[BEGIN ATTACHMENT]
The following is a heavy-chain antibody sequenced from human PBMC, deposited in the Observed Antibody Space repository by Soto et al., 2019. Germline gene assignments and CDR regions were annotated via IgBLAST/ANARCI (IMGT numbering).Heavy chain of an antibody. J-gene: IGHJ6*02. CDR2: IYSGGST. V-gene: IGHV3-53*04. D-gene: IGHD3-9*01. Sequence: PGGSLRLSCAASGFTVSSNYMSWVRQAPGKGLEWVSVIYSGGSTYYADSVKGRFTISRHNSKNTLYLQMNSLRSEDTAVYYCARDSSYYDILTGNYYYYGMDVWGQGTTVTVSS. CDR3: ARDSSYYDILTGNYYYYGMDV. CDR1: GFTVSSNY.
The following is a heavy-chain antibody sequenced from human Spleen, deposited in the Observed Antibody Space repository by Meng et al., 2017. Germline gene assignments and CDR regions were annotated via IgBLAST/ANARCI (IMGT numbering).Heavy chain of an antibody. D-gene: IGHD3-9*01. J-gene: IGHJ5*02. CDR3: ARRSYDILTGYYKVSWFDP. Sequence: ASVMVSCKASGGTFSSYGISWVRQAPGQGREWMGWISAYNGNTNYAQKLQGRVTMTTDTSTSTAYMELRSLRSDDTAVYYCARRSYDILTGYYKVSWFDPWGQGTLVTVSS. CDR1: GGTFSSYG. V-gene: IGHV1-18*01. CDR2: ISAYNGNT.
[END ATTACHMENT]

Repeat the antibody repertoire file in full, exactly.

The following is a heavy-chain antibody sequenced from human PBMC, deposited in the Observed Antibody Space repository by Soto et al., 2019. Germline gene assignments and CDR regions were annotated via IgBLAST/ANARCI (IMGT numbering).Heavy chain of an antibody. J-gene: IGHJ6*02. CDR2: IYSGGST. V-gene: IGHV3-53*04. D-gene: IGHD3-9*01. Sequence: PGGSLRLSCAASGFTVSSNYMSWVRQAPGKGLEWVSVIYSGGSTYYADSVKGRFTISRHNSKNTLYLQMNSLRSEDTAVYYCARDSSYYDILTGNYYYYGMDVWGQGTTVTVSS. CDR3: ARDSSYYDILTGNYYYYGMDV. CDR1: GFTVSSNY.
The following is a heavy-chain antibody sequenced from human Spleen, deposited in the Observed Antibody Space repository by Meng et al., 2017. Germline gene assignments and CDR regions were annotated via IgBLAST/ANARCI (IMGT numbering).Heavy chain of an antibody. D-gene: IGHD3-9*01. J-gene: IGHJ5*02. CDR3: ARRSYDILTGYYKVSWFDP. Sequence: ASVMVSCKASGGTFSSYGISWVRQAPGQGREWMGWISAYNGNTNYAQKLQGRVTMTTDTSTSTAYMELRSLRSDDTAVYYCARRSYDILTGYYKVSWFDPWGQGTLVTVSS. CDR1: GGTFSSYG. V-gene: IGHV1-18*01. CDR2: ISAYNGNT.